• Missing medication.
  • Changes in hormones.
  • A fever is especially common in children.
  • Stress.
  • A lack of sleep.
  • Alcohol and recreational drugs.
  • Skipping or missing meals.
  • Over excitement.
  • Flashing and flickering lights.

What are the symptoms and signs of epileptic seizures?

Depending on the type of seizure a person is experiencing, their signs and symptoms will change. Not all seizures are accompanied by strange shaking or body movements, and some last only a few seconds.

The following are some symptoms and warning indicators that someone may be suffering an epileptic seizure:

  • Rapid blinking.
  • Breathing problems.
  • Appear confused or in a daze.
  • Unconsciousness.
  • Losing muscle tone.
  • Changes in hearing, vision, taste, smell and feel.
  • Difficulty talking.
  • An increased heart rate.
  • Lip-smacking, chewing motions, or rubbing hands and fingers.
  • Uncontrollable body movements, shaking or jerking.

People must be aware of a seizure’s warning signs and symptoms to recognise it quickly and render aid if necessary.

Particularly if they persist for more than five minutes or the victim stops breathing, seizures can be exceedingly dangerous. Knowing how to assist someone with epilepsy during a seizure is vital since seizures can cause other injuries, such as bruises, scrapes, and head trauma.

First Aid Assistance: Supporting People after Witnessing Accidents

Our First Aid at Work training course describes the various reactions to various kinds of seizures, how to spot an emergency, and how to assist a person after a seizure.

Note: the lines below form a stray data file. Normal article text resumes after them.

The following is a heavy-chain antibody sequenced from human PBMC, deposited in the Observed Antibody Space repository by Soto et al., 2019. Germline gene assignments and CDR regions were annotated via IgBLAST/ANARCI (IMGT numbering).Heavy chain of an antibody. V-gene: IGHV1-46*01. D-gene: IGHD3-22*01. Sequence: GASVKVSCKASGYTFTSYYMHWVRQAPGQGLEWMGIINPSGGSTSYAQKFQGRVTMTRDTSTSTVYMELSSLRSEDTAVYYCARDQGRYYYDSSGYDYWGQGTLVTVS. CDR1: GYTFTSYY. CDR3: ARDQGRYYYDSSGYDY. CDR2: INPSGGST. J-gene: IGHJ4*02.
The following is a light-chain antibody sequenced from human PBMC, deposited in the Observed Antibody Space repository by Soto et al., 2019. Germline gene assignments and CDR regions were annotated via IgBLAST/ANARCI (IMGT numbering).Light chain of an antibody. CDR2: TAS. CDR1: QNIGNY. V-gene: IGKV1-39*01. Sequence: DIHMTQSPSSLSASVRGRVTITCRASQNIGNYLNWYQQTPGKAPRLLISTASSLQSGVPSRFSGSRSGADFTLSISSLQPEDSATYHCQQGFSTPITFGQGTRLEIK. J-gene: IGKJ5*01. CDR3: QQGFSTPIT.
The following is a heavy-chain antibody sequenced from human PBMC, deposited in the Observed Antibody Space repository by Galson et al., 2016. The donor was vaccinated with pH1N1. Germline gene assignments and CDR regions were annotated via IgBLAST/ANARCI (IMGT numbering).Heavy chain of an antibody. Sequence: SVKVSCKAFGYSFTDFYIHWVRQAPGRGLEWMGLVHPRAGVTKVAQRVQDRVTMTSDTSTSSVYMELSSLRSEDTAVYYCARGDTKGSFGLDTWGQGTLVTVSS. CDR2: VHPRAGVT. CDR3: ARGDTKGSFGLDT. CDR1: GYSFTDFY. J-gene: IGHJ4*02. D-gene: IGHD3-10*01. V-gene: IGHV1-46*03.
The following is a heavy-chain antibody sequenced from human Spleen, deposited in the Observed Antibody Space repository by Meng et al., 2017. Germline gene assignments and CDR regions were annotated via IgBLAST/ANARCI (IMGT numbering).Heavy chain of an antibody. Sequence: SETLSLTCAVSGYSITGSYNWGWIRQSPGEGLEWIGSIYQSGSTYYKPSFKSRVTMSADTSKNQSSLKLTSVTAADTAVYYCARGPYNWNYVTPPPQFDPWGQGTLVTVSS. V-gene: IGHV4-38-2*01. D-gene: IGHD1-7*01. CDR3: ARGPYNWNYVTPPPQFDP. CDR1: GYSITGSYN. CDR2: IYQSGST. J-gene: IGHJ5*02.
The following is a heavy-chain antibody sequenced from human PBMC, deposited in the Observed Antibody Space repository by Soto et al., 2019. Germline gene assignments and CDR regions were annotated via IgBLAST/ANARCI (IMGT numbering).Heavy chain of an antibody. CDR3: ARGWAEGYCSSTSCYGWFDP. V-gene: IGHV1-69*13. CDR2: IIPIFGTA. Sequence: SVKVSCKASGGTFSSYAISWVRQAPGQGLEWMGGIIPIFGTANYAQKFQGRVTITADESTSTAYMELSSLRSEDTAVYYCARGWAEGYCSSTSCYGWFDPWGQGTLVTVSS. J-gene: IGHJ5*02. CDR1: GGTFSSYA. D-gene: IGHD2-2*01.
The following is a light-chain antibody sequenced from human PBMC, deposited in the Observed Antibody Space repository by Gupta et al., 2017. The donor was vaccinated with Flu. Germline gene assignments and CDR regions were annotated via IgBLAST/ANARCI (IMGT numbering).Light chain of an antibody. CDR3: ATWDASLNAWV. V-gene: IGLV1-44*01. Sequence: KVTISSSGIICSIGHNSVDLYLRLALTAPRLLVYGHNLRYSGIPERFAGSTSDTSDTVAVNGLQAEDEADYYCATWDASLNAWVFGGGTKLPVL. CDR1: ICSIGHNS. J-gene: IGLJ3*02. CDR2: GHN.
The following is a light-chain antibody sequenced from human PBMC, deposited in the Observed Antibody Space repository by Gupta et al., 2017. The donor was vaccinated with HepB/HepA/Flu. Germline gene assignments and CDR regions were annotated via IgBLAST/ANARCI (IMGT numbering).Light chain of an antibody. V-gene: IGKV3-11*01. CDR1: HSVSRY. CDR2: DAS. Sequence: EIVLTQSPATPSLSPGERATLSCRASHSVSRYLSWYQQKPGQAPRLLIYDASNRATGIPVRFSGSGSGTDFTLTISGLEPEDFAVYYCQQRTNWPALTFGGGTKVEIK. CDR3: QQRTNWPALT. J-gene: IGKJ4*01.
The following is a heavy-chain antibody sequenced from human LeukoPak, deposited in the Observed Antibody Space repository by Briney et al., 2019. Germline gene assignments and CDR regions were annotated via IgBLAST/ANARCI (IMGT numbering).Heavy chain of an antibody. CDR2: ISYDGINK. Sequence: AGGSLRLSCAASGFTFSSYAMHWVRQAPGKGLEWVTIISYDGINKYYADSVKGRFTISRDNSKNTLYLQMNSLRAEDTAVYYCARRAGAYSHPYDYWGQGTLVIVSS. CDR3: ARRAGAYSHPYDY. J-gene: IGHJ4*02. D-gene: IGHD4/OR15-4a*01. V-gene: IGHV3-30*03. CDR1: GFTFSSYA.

How to help someone with epilepsy?

Each person with epilepsy is different; thus, the kind of support they need will differ. You can only provide someone with the most suitable and helpful assistance if you comprehend how their disease affects them.

How to respond to seizures?

Respond as follows if someone is having a seizure:


  • Remove any dangerous things from the area.
  • Remain composed, reassuring, and by their side until the seizure is done.
  • After the seizure, check in with them to see if they’re alright and give them a seat.


  • Do not grab them, restrain them, or make any sudden motions.
  • Presume that they are aware of what is taking place.
  • Try to entice them over or provide them with food or beverages.

‘Call 112 or 999 if:

  • A person has a series of seizures without gaining awareness between them.
  • It is their first seizure.
  • More than five minutes pass as the seizure continues.
  • The individual is hurt, or you believe they require medical attention.

As previously said, the sort of seizure the person is experiencing will determine how you should react. Take a look at one of our first aid training courses if you want to understand how to handle various seizure types and how to spot an emergency.

Some people will recover from a seizure immediately, while others may need a few minutes or even hours. People may experience confusion and fatigue during the postictal state, which is the period following a seizure. The best method to provide support is to be there for the person and stick with them till they recover.

Learning about it and spreading as much information as possible to increase awareness are two of the most significant things you can do for a friend with epilepsy. The complexity of epilepsy is more than most people realise, and any knowledge gained is beneficial to all those who are affected.